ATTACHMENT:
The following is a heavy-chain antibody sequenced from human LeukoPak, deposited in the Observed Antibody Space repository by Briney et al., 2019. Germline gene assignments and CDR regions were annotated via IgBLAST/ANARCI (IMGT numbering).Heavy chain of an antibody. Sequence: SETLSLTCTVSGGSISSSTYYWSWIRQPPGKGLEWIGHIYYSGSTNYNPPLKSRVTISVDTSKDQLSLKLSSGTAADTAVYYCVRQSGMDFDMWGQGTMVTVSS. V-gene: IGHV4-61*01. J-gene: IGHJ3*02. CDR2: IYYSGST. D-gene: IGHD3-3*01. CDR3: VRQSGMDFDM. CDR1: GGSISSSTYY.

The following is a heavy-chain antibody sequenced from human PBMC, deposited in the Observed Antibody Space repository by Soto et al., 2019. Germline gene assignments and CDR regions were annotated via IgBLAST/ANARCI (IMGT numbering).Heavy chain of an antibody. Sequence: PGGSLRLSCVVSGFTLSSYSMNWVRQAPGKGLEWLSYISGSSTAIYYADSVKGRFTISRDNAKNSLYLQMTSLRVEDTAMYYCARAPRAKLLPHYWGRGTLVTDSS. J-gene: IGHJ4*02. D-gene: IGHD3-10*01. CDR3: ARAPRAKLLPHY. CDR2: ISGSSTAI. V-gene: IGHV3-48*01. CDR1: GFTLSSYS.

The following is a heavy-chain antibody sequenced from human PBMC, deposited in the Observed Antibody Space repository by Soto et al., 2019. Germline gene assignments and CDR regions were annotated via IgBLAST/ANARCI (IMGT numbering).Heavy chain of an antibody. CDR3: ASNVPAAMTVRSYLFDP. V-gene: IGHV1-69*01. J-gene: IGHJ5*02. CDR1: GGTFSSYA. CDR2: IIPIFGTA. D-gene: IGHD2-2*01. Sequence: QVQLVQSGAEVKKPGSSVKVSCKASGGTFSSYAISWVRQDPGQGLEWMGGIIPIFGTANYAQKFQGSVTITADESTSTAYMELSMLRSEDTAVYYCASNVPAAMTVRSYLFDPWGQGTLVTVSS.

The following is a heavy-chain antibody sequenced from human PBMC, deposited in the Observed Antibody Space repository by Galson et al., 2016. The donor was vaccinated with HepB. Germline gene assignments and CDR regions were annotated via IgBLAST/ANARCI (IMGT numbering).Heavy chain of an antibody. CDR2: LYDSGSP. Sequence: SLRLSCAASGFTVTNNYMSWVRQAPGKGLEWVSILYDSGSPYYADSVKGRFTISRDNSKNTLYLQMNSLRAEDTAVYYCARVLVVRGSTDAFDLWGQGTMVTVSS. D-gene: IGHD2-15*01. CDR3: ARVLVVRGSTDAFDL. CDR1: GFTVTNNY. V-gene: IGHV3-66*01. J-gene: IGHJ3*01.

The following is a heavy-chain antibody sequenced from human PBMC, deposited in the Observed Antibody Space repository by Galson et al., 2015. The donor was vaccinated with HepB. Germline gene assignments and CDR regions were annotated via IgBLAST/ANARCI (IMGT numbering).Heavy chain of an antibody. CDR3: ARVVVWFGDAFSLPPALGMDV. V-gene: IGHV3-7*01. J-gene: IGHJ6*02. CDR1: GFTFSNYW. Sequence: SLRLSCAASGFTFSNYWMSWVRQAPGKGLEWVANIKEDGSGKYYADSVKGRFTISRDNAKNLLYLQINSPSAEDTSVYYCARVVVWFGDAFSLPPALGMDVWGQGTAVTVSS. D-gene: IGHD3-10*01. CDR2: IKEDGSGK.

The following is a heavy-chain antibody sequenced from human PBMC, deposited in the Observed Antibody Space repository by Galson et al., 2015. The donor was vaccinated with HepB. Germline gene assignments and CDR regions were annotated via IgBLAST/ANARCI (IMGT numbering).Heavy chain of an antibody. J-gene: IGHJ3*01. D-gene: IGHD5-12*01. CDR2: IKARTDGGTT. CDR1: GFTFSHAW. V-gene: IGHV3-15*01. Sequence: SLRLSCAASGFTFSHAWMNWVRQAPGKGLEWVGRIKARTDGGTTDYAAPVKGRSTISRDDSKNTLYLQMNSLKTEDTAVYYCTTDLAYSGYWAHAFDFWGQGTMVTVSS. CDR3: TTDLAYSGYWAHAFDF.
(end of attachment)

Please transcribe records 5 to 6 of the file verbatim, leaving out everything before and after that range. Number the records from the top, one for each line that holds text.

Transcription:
The following is a heavy-chain antibody sequenced from human PBMC, deposited in the Observed Antibody Space repository by Galson et al., 2015. The donor was vaccinated with HepB. Germline gene assignments and CDR regions were annotated via IgBLAST/ANARCI (IMGT numbering).Heavy chain of an antibody. CDR3: ARVVVWFGDAFSLPPALGMDV. V-gene: IGHV3-7*01. J-gene: IGHJ6*02. CDR1: GFTFSNYW. Sequence: SLRLSCAASGFTFSNYWMSWVRQAPGKGLEWVANIKEDGSGKYYADSVKGRFTISRDNAKNLLYLQINSPSAEDTSVYYCARVVVWFGDAFSLPPALGMDVWGQGTAVTVSS. D-gene: IGHD3-10*01. CDR2: IKEDGSGK.

The following is a heavy-chain antibody sequenced from human PBMC, deposited in the Observed Antibody Space repository by Galson et al., 2015. The donor was vaccinated with HepB. Germline gene assignments and CDR regions were annotated via IgBLAST/ANARCI (IMGT numbering).Heavy chain of an antibody. J-gene: IGHJ3*01. D-gene: IGHD5-12*01. CDR2: IKARTDGGTT. CDR1: GFTFSHAW. V-gene: IGHV3-15*01. Sequence: SLRLSCAASGFTFSHAWMNWVRQAPGKGLEWVGRIKARTDGGTTDYAAPVKGRSTISRDDSKNTLYLQMNSLKTEDTAVYYCTTDLAYSGYWAHAFDFWGQGTMVTVSS. CDR3: TTDLAYSGYWAHAFDF.